Alphonso L. Harris, one of the 10 young persons on trial in the slaying of Catherine L. Fuller, took the witness stand in his own defense yesterday and testified that he did not kill the 48-year-old Northeast woman and that he was with a friend and a girlfriend the afternoon Fuller was beaten to death.
The 23-year-old Harris, the first of the accused to testify, also told the D.C. Superior Court jury that he did not know some of his fellow defendants and that most of the others he knew casually.
One of the prosecution's key contentions is that the 10 defendants regularly congregated at a Northeast park and were gathered there Oct. 1, 1984, when Fuller passed by and the group decided to rob her.
Harris, also known as Monk, testified that he rarely visited the park, located a few blocks from the alley where Fuller was attacked, and that he only jogged through it on the way to a girlfriend's house on the day Fuller was killed.
Speaking calmly and often breaking into a smile, Harris described Oct. 1, 1984, as an uneventful day spent getting parts for his Camaro car, watching a James Bond movie, taking cookies to a girlfriend's house and sitting outside in a car with another friend.
When his lawyer, Michele Roberts, asked, "Did you in any way assist the robbing, beating or killing of Catherine Fuller," Harris resolutely answered "No."
Two prosecution witnesses, who have pleaded guilty to killing Fuller, have testified in the nearly three-week trial that Harris beat and kicked Fuller in a Northeast alley. One of them, Calvin L. Alston, testified that Harris said "shove it some more" when Fuller was attacked with a pole.
The three other eyewitnesses said they did not see Harris at the scene of Fuller's beating.
Earlier in the day, as defense testimony got under way, four witnesses, including Harris' former girlfriend, Carolyn Powell, 22, and Harris' mother, Helen Brooks, gave testimony that substantiated major parts of Harris' account.
During a terse cross-examination, Assistant U.S. Attorney Jerry S. Goren attempted to discredit the credibility of Harris' four witnesses. He showed that there not only were discrepancies between the witnesses' testimony but also in their accounts to a grand jury over when and if certain events took place.
Time is a crucial factor in the case. A medical examiner testified that Fuller died between 4:30 p.m. and 6:30 p.m.
Harris said yesterday that he left a friend's house about 4 p.m. and arrived at Powell's house on Maryland Avenue NE about 10 minutes later with cookies and a bowling bag that contained an electrical harness for a car. He said he spent the next hour and a half in Powell's house or in a car outside of her house. He said he arrived home about 6 p.m.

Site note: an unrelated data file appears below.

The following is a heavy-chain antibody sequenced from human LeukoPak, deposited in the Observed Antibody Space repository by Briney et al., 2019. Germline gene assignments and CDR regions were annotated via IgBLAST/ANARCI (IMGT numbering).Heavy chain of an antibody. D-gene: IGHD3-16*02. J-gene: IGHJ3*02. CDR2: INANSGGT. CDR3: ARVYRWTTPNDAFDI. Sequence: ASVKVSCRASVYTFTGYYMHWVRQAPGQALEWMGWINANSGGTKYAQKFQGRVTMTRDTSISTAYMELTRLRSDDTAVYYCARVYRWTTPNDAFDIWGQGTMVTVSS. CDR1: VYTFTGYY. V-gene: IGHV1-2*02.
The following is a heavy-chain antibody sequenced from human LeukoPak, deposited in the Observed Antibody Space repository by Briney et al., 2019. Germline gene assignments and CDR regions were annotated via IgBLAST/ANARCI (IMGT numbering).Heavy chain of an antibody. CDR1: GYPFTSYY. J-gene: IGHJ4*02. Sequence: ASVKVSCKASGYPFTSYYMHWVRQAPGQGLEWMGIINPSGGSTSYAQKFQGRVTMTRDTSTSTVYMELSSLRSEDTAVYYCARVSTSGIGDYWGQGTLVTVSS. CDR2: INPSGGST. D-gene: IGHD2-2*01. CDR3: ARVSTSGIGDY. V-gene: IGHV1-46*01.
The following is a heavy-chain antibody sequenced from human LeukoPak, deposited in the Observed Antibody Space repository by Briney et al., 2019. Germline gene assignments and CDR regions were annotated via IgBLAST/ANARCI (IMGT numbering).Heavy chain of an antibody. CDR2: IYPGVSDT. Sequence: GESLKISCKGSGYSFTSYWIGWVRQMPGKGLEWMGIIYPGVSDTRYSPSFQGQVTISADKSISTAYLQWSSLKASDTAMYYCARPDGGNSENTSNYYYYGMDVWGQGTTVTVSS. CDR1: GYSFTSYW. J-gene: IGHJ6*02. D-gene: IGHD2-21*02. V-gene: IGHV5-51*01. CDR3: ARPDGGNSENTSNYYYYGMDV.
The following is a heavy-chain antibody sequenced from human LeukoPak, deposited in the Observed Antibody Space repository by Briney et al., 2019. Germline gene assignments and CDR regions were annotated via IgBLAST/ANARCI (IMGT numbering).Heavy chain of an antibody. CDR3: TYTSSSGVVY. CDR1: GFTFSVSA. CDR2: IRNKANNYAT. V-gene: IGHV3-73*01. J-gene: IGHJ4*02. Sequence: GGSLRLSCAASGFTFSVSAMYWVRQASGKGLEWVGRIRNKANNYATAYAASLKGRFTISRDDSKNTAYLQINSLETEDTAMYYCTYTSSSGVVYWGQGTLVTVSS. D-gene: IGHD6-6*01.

Goren showed some anger yesterday as he tried to break down Harris' testimony by showing that parts of his account were not true.
One of the key parts of Harris' testimony involved the electrical car harness that he said he had taken from an abandoned car earlier in the day. Almost all of Harris' witnesses mentioned the harness in their accounts and said Harris had either shown them the harness or discussed it with them.
When asked to describe the abandoned car from which he got the harness, Harris said it "was not like a car. It did not have a hood or trunk or doors or wheels." Several minutes later, Goren displayed two large photographs of a car that Harris said he thought "was the same one." The car had both a hood and a trunk.
Harris remained composed throughout much of his examination, even as he acknowledged a 1981 conviction for carrying a dangerous weapon.
Following his testimony, Harris' lawyers, Roberts and Corinne Schultz, seemed pleased by their client's appearance. Other defense lawyers said they felt Harris "held up well" and that Goren "did not hurt him too much; that's all you can hope for with an alibi defense."
Harris' testimony continued a debate among the 11 defense lawyers over alibi defenses.
Alibis are among the least favored defenses of lawyers because of the ease with which conflicts in testimony can be shown.
One defense lawyer said yesterday that another problem with an alibi defense in a case like this is that Fuller's beating took place in a short period of time.
"Nearly all these kids lived only a couple of minutes away from the alley," the lawyer said. "They could have slipped in and out of there in five minutes and no witness is able to account for every minute exactly."